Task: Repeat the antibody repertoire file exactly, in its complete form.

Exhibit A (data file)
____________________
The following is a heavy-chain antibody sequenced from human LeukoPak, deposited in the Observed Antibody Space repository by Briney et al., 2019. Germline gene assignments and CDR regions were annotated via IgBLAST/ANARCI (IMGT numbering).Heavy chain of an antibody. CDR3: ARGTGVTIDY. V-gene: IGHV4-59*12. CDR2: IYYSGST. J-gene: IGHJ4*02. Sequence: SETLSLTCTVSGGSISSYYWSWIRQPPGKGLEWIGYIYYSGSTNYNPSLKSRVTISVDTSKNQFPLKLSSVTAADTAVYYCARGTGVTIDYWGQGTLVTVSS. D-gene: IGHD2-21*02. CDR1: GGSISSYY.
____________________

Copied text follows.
The following is a heavy-chain antibody sequenced from human LeukoPak, deposited in the Observed Antibody Space repository by Briney et al., 2019. Germline gene assignments and CDR regions were annotated via IgBLAST/ANARCI (IMGT numbering).Heavy chain of an antibody. CDR3: ARGTGVTIDY. V-gene: IGHV4-59*12. CDR2: IYYSGST. J-gene: IGHJ4*02. Sequence: SETLSLTCTVSGGSISSYYWSWIRQPPGKGLEWIGYIYYSGSTNYNPSLKSRVTISVDTSKNQFPLKLSSVTAADTAVYYCARGTGVTIDYWGQGTLVTVSS. D-gene: IGHD2-21*02. CDR1: GGSISSYY.